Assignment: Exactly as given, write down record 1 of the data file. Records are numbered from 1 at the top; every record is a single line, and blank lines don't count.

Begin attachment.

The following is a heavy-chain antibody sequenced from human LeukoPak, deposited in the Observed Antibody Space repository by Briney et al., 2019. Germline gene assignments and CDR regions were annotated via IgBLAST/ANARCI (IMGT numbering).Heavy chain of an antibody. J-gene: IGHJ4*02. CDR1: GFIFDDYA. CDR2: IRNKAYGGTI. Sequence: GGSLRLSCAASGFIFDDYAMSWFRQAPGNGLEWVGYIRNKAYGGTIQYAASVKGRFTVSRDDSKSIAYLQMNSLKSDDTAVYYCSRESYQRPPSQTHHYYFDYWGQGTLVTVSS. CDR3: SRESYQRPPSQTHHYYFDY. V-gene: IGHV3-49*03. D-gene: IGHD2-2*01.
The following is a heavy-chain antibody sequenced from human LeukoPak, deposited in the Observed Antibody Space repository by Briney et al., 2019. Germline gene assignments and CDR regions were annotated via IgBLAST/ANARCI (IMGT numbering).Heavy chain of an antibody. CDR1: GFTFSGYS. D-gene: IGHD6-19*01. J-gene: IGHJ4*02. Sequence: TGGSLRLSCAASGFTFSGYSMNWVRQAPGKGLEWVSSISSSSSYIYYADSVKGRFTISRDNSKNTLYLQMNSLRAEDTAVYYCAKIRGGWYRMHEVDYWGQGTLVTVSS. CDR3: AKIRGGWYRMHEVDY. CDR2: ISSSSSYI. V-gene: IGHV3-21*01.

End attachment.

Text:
The following is a heavy-chain antibody sequenced from human LeukoPak, deposited in the Observed Antibody Space repository by Briney et al., 2019. Germline gene assignments and CDR regions were annotated via IgBLAST/ANARCI (IMGT numbering).Heavy chain of an antibody. J-gene: IGHJ4*02. CDR1: GFIFDDYA. CDR2: IRNKAYGGTI. Sequence: GGSLRLSCAASGFIFDDYAMSWFRQAPGNGLEWVGYIRNKAYGGTIQYAASVKGRFTVSRDDSKSIAYLQMNSLKSDDTAVYYCSRESYQRPPSQTHHYYFDYWGQGTLVTVSS. CDR3: SRESYQRPPSQTHHYYFDY. V-gene: IGHV3-49*03. D-gene: IGHD2-2*01.